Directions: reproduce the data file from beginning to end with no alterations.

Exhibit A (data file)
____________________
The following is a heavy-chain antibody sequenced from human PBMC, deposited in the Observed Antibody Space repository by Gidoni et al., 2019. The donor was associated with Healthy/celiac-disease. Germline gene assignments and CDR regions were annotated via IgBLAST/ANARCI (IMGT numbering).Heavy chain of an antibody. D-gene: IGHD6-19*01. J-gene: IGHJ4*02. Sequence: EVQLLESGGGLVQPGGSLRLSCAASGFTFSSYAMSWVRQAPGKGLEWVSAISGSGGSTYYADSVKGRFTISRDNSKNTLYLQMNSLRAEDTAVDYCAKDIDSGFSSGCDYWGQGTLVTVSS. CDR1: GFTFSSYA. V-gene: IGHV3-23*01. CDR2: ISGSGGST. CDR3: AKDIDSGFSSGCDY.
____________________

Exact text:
The following is a heavy-chain antibody sequenced from human PBMC, deposited in the Observed Antibody Space repository by Gidoni et al., 2019. The donor was associated with Healthy/celiac-disease. Germline gene assignments and CDR regions were annotated via IgBLAST/ANARCI (IMGT numbering).Heavy chain of an antibody. D-gene: IGHD6-19*01. J-gene: IGHJ4*02. Sequence: EVQLLESGGGLVQPGGSLRLSCAASGFTFSSYAMSWVRQAPGKGLEWVSAISGSGGSTYYADSVKGRFTISRDNSKNTLYLQMNSLRAEDTAVDYCAKDIDSGFSSGCDYWGQGTLVTVSS. CDR1: GFTFSSYA. V-gene: IGHV3-23*01. CDR2: ISGSGGST. CDR3: AKDIDSGFSSGCDY.